• Posted by GeorgeCross on 2012/04/24 at 5:43 PM

      Goalkeeper. Said for many seasons that Valdes isn’t good enough. Yes, he does the ‘sweeper-keeper’ well, but his actual goalkeeping fundamentals aren’t good enough for an elite team.
      I think Bale would be a great replacement for Abidal, and he would provide a directness and natural width.


  2. Posted by matthewsf on 2012/04/24 at 9:16 AM

    Well it’s always hard for Barca to integrate players. This is a fantastic piece if you haven’t read it (the end speaks to your question):

    But I *do* think they need to go out and procure someone who can offer a different dynamic, outside of the Barca upbringing perhaps. Zlatan was a good gambit, but I think maybe someone like a pure striker who doesn’t arrive with a big head and doesn’t need to play all the time. Wigan’s Franco Di Santo comes to mind. Still young enough. Still hungry enough. Decent pedigree.


  3. Posted by dth on 2012/04/24 at 9:50 AM

    Olympic draw was done today. Looking at the draw (, I’m liking an Uruguay-Spain final–depending, of course, on the team announcements.


  4. Posted by matthewsf on 2012/04/24 at 10:59 AM

    No Alves for Barca today. They will try to play wide again with Tello and Cuena. Interesting…


  5. Posted by dth on 2012/04/24 at 12:28 PM

    Interesting that Alves is taking a position inside of Cuenca.


  6. Posted by KickinNames... on 2012/04/24 at 2:55 PM

    not near enough love here for the boys in Blue! Overcame their own stupidity (can Terry just please go away?), the Turkish ref (and his assistant!), Barca’s insolence(“We only play ONE way!….) and the whining Camp Nou crowd for a fantastic win.
    Excellent points in the article and quite prescient considering today’s result.
    I thought about this in relation to your Fabregas point and realized that Arsenal is exactly who they remind you of when the tiki-taka isn’t working. That stubborn resistance to just take the shot or play the ball into the box and take what’s given to you might be Cesc’s big contribution. And Barca’s downfall this season…..


  7. Posted by EFG on 2012/04/24 at 6:27 PM

    I’m not a Chelsea fan per se, though I enjoy players on their team, but I was definitely pulling for them to hold on today. It’ll be interesting to see how they match up in the finals against either opponent with all of their suspensions. Also, Di Matteo HAS to remain the manager next season, right?


  8. Posted by KickinNames... on 2012/04/25 at 7:42 AM

    Chelsea Football Club!
    Chelsea Football Clu-ub!
    Chelsea Football Cluuuuuuuuuuub!
    We’re Chelsea Football Cluubb!
    Will repeat daily until the final.

    Bring on the The Special Douche!


  9. Posted by matthewsf on 2012/04/25 at 10:49 AM

    Barca made it this way.

    Barca’s game is usually a game of orchestral beauty, not necessarily free flowing soccer, but more staccato beat-driven soccer. (Such is often the comparison between Brazilian football as well and Samba dancing.)

    however–analogous to run-first football team in the NFL–when Barcelona gets behind they have no and had no second option (as we discussed yesterday). This must change.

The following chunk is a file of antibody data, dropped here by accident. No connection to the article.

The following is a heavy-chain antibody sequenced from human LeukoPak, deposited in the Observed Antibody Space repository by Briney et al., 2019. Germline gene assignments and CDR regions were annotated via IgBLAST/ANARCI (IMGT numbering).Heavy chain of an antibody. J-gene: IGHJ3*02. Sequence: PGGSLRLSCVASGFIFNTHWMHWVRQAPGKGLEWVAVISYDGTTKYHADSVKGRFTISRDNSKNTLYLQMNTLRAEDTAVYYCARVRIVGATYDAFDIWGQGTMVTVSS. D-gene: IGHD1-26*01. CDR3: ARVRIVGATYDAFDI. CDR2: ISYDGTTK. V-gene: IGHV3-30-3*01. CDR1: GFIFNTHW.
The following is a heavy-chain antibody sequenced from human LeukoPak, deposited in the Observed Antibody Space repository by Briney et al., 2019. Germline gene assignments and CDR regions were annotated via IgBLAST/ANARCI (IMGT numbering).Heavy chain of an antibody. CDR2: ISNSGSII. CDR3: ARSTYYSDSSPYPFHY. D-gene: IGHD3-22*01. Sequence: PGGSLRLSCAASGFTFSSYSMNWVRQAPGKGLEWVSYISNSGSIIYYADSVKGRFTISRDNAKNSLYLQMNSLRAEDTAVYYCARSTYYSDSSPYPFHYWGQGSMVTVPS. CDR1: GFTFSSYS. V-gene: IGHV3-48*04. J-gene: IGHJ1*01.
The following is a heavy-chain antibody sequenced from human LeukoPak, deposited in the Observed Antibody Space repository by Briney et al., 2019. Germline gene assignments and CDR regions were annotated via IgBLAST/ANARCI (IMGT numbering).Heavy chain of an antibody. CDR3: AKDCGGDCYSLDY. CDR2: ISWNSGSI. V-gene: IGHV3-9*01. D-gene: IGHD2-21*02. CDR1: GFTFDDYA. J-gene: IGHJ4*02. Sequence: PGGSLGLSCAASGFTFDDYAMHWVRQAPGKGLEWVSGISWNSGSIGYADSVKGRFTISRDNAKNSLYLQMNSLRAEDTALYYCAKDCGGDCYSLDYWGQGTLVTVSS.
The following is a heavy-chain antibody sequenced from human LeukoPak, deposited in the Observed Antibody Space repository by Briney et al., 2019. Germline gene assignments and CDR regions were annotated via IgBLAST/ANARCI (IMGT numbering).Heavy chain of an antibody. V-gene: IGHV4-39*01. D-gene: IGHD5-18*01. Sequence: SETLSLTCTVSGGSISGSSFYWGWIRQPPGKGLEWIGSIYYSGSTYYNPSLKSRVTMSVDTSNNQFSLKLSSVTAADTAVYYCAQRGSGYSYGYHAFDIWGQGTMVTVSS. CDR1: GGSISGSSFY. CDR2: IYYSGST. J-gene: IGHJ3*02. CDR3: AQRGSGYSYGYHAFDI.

Barca makes their own troubles by playing it’s game of rolling the ball around the pitch and compacting the other team’s defense into a dense meatball.

    A drill that’s often done to encourage proper soccer play at the youth level is: 1) lining up all the players on the endline for a spring across the field 2) the coach yells, “Go!” 3) As the players sprint, a ball is kicked the length of the field to show players that passing the ball achieves space and opportunity faster than running with it.

    That said, a longer pass will obviously be less accurate, but in the case yesterday would’ve create more space. Barcelona refused to try crosses. They played few diagonal balls and they continually took a short pass approach around Chelsea’s 18′ box disposition. All this did was make it easier for the Blues to play defense.

    Barcelona’s offense created Chelsea’s defense and they need a second option in their next campaign or all teams will follow the blueprint of Inter and Chelsea to make it merely a flip of the coin.


    • Posted by GeorgeCross on 2012/04/25 at 4:26 PM

      Question: I would agree a lot more with you if Barcelona did not create chances, but they did have opportunities to score but did not take them – is that down to the manager’s tactics or players?

      People also mention the Inter Milan SF final from a couple of years ago, but if I recall correctly, Inter were the beneficiaries of some suspect refereeing decisions. Milito’s third goal in the first leg was clearly offside, but given, and Barcelona scored IMHO a legit second goal in the return leg in the final few minutes that would have surely eliminated Inter?

      And if Messi converts that penalty it changes the complexion of the game.

      I know it is a moot point now, because it did not happen, but I politely and respectfully ask: would we be having this conversation if the correct calls were given vs. Inter and Messi converts?

      The compact defense only works when a team can keep a clean sheet. We all saw what happened in the earlier El Clasico when Madrid’s game plan went out of the window when they conceded early…


      • Posted by matthewsf on 2012/04/25 at 7:22 PM

        I think these are fair questions for sure. however, Barcelona has always been a one-prong attack. It’s just usually better.

        The fact that Chelsea packed it in against them–twice–and came out victorious shows that good teams can bunker and beat them.

        They merely need a Plan B. And their plan B should really be how do we create space ***quickly. It doesn’t have to be divergent from their main attack. But thrusting Pique or Keita is not a 2nd option.

        A Franco Di Santo or better striker is enough to do the trick.